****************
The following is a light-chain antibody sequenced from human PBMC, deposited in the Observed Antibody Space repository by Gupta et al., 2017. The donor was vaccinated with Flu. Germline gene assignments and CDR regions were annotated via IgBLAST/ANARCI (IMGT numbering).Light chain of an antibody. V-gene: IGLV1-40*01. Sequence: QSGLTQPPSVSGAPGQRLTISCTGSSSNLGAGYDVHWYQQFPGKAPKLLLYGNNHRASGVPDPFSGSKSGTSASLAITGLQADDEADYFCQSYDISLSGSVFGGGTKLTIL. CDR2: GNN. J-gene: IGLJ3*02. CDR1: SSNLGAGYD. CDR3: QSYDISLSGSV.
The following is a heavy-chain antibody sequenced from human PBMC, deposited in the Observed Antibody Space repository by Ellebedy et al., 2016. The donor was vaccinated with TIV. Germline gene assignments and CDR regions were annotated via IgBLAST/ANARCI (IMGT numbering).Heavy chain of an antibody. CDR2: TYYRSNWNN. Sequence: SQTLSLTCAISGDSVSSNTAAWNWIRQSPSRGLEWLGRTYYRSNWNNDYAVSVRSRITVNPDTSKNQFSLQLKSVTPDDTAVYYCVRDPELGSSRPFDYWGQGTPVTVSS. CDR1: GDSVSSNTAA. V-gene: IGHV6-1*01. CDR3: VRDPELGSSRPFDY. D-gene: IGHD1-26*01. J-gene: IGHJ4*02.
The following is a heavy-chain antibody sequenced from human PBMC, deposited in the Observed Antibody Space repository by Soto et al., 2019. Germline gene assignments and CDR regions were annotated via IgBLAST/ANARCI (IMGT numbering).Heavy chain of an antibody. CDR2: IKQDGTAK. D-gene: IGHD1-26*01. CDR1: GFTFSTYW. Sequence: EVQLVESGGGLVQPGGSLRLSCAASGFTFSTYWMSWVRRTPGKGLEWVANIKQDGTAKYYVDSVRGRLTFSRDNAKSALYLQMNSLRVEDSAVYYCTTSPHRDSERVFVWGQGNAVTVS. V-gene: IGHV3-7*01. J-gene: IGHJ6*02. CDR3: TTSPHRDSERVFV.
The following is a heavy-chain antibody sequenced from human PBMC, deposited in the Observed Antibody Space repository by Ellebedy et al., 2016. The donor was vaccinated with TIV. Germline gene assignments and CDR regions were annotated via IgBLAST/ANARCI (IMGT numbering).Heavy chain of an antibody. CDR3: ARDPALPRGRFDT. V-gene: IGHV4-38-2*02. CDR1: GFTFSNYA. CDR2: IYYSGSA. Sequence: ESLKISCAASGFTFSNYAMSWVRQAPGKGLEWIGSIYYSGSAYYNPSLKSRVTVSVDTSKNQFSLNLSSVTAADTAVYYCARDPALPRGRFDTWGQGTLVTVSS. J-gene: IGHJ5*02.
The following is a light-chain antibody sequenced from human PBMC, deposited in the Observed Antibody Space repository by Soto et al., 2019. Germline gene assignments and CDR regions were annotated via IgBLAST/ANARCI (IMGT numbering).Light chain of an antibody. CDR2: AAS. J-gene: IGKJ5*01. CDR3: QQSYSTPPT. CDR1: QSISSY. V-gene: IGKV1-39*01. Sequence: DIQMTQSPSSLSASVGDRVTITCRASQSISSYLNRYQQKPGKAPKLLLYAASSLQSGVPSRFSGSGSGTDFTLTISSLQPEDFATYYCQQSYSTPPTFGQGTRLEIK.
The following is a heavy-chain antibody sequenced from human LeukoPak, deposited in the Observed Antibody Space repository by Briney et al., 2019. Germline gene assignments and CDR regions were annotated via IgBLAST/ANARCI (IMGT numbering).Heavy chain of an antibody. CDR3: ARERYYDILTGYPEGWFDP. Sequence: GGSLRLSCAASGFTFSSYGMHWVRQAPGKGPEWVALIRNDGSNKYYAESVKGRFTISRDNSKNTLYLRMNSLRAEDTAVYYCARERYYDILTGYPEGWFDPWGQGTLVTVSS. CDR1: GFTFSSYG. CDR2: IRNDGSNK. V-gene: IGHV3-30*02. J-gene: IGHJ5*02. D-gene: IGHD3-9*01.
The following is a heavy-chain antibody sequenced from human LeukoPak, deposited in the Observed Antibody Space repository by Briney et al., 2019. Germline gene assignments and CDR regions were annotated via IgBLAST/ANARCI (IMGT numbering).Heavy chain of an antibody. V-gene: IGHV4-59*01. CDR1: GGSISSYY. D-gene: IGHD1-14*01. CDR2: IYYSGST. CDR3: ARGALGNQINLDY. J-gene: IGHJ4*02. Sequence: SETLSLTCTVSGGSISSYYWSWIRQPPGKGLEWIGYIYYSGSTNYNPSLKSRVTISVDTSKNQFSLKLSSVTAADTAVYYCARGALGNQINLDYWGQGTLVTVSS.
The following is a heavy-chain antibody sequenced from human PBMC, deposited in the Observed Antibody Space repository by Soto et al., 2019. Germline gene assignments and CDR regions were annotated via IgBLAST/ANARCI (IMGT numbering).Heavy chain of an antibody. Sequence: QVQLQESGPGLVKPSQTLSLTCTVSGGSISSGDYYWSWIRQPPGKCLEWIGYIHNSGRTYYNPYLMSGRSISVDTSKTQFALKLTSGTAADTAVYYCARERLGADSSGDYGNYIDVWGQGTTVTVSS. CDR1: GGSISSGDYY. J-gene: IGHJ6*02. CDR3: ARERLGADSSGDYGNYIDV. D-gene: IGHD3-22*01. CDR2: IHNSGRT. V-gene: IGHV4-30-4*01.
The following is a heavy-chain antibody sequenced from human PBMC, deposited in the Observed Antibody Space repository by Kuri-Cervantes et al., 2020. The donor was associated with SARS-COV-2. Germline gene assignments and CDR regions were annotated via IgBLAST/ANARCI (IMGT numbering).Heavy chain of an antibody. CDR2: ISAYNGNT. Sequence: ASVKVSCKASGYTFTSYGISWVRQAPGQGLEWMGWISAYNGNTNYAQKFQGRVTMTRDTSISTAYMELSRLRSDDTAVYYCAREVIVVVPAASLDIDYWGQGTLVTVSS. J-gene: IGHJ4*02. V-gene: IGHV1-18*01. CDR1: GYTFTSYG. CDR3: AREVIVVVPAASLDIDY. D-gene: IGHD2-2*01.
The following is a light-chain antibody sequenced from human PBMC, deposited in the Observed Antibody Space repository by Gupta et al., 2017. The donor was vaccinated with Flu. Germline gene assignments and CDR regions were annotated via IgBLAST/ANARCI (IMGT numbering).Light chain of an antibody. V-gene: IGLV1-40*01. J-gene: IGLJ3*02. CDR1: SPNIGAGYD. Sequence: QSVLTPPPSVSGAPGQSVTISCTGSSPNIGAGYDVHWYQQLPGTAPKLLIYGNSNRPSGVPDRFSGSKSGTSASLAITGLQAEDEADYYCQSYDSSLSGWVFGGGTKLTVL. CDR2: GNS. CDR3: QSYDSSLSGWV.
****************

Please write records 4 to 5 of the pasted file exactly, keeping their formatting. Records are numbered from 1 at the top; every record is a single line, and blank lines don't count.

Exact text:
The following is a heavy-chain antibody sequenced from human PBMC, deposited in the Observed Antibody Space repository by Ellebedy et al., 2016. The donor was vaccinated with TIV. Germline gene assignments and CDR regions were annotated via IgBLAST/ANARCI (IMGT numbering).Heavy chain of an antibody. CDR3: ARDPALPRGRFDT. V-gene: IGHV4-38-2*02. CDR1: GFTFSNYA. CDR2: IYYSGSA. Sequence: ESLKISCAASGFTFSNYAMSWVRQAPGKGLEWIGSIYYSGSAYYNPSLKSRVTVSVDTSKNQFSLNLSSVTAADTAVYYCARDPALPRGRFDTWGQGTLVTVSS. J-gene: IGHJ5*02.
The following is a light-chain antibody sequenced from human PBMC, deposited in the Observed Antibody Space repository by Soto et al., 2019. Germline gene assignments and CDR regions were annotated via IgBLAST/ANARCI (IMGT numbering).Light chain of an antibody. CDR2: AAS. J-gene: IGKJ5*01. CDR3: QQSYSTPPT. CDR1: QSISSY. V-gene: IGKV1-39*01. Sequence: DIQMTQSPSSLSASVGDRVTITCRASQSISSYLNRYQQKPGKAPKLLLYAASSLQSGVPSRFSGSGSGTDFTLTISSLQPEDFATYYCQQSYSTPPTFGQGTRLEIK.